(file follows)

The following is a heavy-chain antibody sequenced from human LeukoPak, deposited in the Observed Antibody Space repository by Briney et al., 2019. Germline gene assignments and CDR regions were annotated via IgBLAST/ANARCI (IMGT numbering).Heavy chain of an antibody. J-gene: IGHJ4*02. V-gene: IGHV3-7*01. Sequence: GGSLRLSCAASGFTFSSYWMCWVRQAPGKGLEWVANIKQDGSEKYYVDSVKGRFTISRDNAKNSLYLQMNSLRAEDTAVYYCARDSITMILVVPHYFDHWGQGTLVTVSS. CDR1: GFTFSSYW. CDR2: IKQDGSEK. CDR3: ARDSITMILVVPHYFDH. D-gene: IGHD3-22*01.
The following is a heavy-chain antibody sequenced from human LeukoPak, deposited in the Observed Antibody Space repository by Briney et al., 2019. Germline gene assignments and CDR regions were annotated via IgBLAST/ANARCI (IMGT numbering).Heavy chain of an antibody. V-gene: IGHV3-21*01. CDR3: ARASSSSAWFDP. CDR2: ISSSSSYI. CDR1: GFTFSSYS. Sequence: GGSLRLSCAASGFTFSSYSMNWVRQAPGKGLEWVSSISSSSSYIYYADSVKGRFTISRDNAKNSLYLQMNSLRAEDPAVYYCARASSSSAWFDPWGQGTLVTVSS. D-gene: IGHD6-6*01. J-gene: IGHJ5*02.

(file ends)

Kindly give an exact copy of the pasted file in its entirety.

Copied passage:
The following is a heavy-chain antibody sequenced from human LeukoPak, deposited in the Observed Antibody Space repository by Briney et al., 2019. Germline gene assignments and CDR regions were annotated via IgBLAST/ANARCI (IMGT numbering).Heavy chain of an antibody. J-gene: IGHJ4*02. V-gene: IGHV3-7*01. Sequence: GGSLRLSCAASGFTFSSYWMCWVRQAPGKGLEWVANIKQDGSEKYYVDSVKGRFTISRDNAKNSLYLQMNSLRAEDTAVYYCARDSITMILVVPHYFDHWGQGTLVTVSS. CDR1: GFTFSSYW. CDR2: IKQDGSEK. CDR3: ARDSITMILVVPHYFDH. D-gene: IGHD3-22*01.
The following is a heavy-chain antibody sequenced from human LeukoPak, deposited in the Observed Antibody Space repository by Briney et al., 2019. Germline gene assignments and CDR regions were annotated via IgBLAST/ANARCI (IMGT numbering).Heavy chain of an antibody. V-gene: IGHV3-21*01. CDR3: ARASSSSAWFDP. CDR2: ISSSSSYI. CDR1: GFTFSSYS. Sequence: GGSLRLSCAASGFTFSSYSMNWVRQAPGKGLEWVSSISSSSSYIYYADSVKGRFTISRDNAKNSLYLQMNSLRAEDPAVYYCARASSSSAWFDPWGQGTLVTVSS. D-gene: IGHD6-6*01. J-gene: IGHJ5*02.